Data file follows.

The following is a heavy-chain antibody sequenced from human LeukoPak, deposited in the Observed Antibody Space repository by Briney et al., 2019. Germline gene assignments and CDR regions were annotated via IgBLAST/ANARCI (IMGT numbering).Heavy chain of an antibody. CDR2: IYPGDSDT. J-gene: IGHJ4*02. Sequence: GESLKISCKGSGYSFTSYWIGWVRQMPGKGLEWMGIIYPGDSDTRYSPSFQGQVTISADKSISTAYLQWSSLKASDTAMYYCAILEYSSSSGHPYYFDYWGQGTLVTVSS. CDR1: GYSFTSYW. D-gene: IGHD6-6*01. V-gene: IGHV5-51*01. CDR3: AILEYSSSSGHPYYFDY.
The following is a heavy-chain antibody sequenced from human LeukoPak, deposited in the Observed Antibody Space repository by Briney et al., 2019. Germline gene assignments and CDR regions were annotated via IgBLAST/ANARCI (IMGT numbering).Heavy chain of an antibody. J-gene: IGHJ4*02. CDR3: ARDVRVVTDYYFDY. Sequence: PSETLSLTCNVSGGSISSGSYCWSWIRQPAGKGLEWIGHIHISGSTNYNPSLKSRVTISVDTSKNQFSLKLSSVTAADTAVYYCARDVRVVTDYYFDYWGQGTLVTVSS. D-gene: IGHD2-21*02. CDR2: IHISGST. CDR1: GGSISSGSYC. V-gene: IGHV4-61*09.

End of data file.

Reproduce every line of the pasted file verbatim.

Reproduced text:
The following is a heavy-chain antibody sequenced from human LeukoPak, deposited in the Observed Antibody Space repository by Briney et al., 2019. Germline gene assignments and CDR regions were annotated via IgBLAST/ANARCI (IMGT numbering).Heavy chain of an antibody. CDR2: IYPGDSDT. J-gene: IGHJ4*02. Sequence: GESLKISCKGSGYSFTSYWIGWVRQMPGKGLEWMGIIYPGDSDTRYSPSFQGQVTISADKSISTAYLQWSSLKASDTAMYYCAILEYSSSSGHPYYFDYWGQGTLVTVSS. CDR1: GYSFTSYW. D-gene: IGHD6-6*01. V-gene: IGHV5-51*01. CDR3: AILEYSSSSGHPYYFDY.
The following is a heavy-chain antibody sequenced from human LeukoPak, deposited in the Observed Antibody Space repository by Briney et al., 2019. Germline gene assignments and CDR regions were annotated via IgBLAST/ANARCI (IMGT numbering).Heavy chain of an antibody. J-gene: IGHJ4*02. CDR3: ARDVRVVTDYYFDY. Sequence: PSETLSLTCNVSGGSISSGSYCWSWIRQPAGKGLEWIGHIHISGSTNYNPSLKSRVTISVDTSKNQFSLKLSSVTAADTAVYYCARDVRVVTDYYFDYWGQGTLVTVSS. D-gene: IGHD2-21*02. CDR2: IHISGST. CDR1: GGSISSGSYC. V-gene: IGHV4-61*09.